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duly assembled for that purpose, upon notice thereof first given. The defendant rejoined, that the select vestry in the replication mentioned was not a meeting of the parishioners of the parish in vestry or other parish meeting assembled; to which the plaintiffs demurred generally, and the defendant joined in demurrer.- Manning, in supportof the demurrer. The rejoinder of the defendant to the replication of the plaintiffs to the third plea of the defendant, is no answer to that replication. This depends upon the construction of the statutes 9 Geo. I. c. 7, s. 4, and 59 Geo. III. c. 12. By the former statute, the church wardens and overseers of the poor in any parish, town, township, or place, with the consent of the major part of the parishioners or inhabitants of the said parish, town, township, or place, in vestry or other parish or public meeting for that purpose assembled, or so many of them as shall be so assembled, upon usual notice thereof first given, are empowered to contract with any person or persons for the lodging, keeping, maintaining, and employing, any or all such poor in their respective parishes, townships, or places, as shall desire to receive relief or collection from the same parish; and the question is, Whether, by the latter statute, the controlling power, formerly vested in the body of the parishioners at large, is conferred upon the select vestry? Now that statute authorizes the inhabitants of any parish, in vestry assembled, to establish a select vestry for the care and management of the concerns of the poor of the parish, by the nomination and election of a certain number of inhabitant householders or occupiers, who, with the minister of the parish, and the church wardens and overseers for the time being, are lo constitute a select vestry for the care and management of the poor. The effect of this enactment is, that all powers relating to the care and management of the poor originally vested in the body at large, are now, where a select vestry is appointed, transferred from the general body to the select vestry, as representing the parishioners at large.--Chilton, contra. The statute 9 Geo. I. c. 7, s. 4, made that lawful, which before that time the church wardens and overseers had no authority to do; but, at the same time, careful of the interests of the poor, the legislature vested a controlling power in the parishioners Targe. The question then is, Whether, by the late statute, all powers formerly possessed by the parishioners generally, are vested in the select vestry? Arguing from the letter of the enactment, no such conclusion can be drawn, for there is no allusion to the previous provisions, nor are there any general words by which that authority is delegated, nor does the spirit of the statute, or the reason of the thing, support such a construction. Where the care and management of the poor is to be subject to the control of a large and tumultuous body, it may be prudent and politic to delegate, with the consent of the majority of that body, the direction of the poor to a single individual; but where that power is vested in a few, the necessity ceases, and the select vestry may discharge that duty personally, which the parishioners generally could only do efleetually through the instrumentality of another.Hullock, B. The question in this case is, Whether the select vestry is or is not substituted in lieu of the larger and more tumultuous body of the parishioners generally? It is admitted upon the pleadings, that the select vestry is duly constituted in point of law, and that this contract relates to the care and management of the concerns of the poor. Wherever a select vestry is appointed, the right of the common law vestry has always in practice been considered as de facto superseded; and the language of this act of parliament appears to me to confer upon that body the authority relative to the care and management of the poor, which the parishioners at large were before in the habit of exercising. I think that the power of the select vestry is co-extensive with that which, before this act of Parliament, was in the parishioners generally. It is optional with the parishioners, whether they will or will not proceed upon the old law, or upon the provisions of this statute, by the appointment of a select vestry; but if they pursue the latter course, they delegate their authority to that body. With the policy of this provision we have nothing to do; but any informality or objection which may arise upon the contract itself, may be corrected by the magistrates by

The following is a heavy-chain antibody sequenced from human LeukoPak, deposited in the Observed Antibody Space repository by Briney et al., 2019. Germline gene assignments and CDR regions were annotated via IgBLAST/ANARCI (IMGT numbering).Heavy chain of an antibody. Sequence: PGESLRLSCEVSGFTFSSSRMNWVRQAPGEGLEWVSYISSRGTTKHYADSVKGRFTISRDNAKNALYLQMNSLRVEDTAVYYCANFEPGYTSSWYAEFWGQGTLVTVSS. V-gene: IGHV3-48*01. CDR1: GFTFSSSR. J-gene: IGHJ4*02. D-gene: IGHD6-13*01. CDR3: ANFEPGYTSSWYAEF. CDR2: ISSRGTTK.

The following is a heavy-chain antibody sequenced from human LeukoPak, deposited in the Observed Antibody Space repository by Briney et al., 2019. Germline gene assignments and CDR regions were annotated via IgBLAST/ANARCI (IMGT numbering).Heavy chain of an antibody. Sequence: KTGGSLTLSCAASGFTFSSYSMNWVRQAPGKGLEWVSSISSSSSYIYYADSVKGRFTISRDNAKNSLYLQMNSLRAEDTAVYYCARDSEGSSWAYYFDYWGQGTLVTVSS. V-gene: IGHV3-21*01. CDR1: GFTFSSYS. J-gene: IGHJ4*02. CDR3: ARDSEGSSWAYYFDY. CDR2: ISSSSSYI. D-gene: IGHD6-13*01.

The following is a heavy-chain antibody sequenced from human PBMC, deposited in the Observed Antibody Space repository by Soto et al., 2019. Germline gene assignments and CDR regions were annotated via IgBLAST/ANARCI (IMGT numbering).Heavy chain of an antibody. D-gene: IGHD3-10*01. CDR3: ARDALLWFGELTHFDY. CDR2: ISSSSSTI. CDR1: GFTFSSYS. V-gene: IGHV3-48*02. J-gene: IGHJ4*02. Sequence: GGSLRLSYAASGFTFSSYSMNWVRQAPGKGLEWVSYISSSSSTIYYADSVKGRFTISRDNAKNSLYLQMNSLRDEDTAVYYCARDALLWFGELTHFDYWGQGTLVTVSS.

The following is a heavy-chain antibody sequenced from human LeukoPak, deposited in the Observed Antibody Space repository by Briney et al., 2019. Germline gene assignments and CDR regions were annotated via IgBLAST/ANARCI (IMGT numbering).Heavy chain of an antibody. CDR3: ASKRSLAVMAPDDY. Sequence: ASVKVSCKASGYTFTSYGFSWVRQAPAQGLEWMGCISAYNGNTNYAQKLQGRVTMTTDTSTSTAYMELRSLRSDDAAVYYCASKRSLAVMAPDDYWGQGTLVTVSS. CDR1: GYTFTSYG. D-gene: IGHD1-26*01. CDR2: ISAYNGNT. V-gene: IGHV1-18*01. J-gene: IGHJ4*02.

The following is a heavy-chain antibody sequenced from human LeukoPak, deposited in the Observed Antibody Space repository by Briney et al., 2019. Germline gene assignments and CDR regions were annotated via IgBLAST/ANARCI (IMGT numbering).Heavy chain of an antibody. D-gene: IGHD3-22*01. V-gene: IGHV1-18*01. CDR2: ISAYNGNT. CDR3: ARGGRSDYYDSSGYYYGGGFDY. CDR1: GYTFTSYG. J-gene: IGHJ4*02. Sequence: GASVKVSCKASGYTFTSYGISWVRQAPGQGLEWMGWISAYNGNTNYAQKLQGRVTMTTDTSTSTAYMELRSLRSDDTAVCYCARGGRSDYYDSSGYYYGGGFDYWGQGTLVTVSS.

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whom, to be valid, it must be allowed. The allowance by the magistrates